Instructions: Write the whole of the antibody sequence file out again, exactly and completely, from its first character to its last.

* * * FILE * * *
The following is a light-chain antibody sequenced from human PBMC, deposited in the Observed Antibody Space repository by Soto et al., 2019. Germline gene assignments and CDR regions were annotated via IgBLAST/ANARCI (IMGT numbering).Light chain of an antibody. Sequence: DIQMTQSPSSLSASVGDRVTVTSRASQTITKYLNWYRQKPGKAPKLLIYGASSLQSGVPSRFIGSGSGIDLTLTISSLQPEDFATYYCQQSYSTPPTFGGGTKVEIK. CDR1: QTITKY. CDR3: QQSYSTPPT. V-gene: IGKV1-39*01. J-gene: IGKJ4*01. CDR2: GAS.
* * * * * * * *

The following is a light-chain antibody sequenced from human PBMC, deposited in the Observed Antibody Space repository by Soto et al., 2019. Germline gene assignments and CDR regions were annotated via IgBLAST/ANARCI (IMGT numbering).Light chain of an antibody. Sequence: DIQMTQSPSSLSASVGDRVTVTSRASQTITKYLNWYRQKPGKAPKLLIYGASSLQSGVPSRFIGSGSGIDLTLTISSLQPEDFATYYCQQSYSTPPTFGGGTKVEIK. CDR1: QTITKY. CDR3: QQSYSTPPT. V-gene: IGKV1-39*01. J-gene: IGKJ4*01. CDR2: GAS.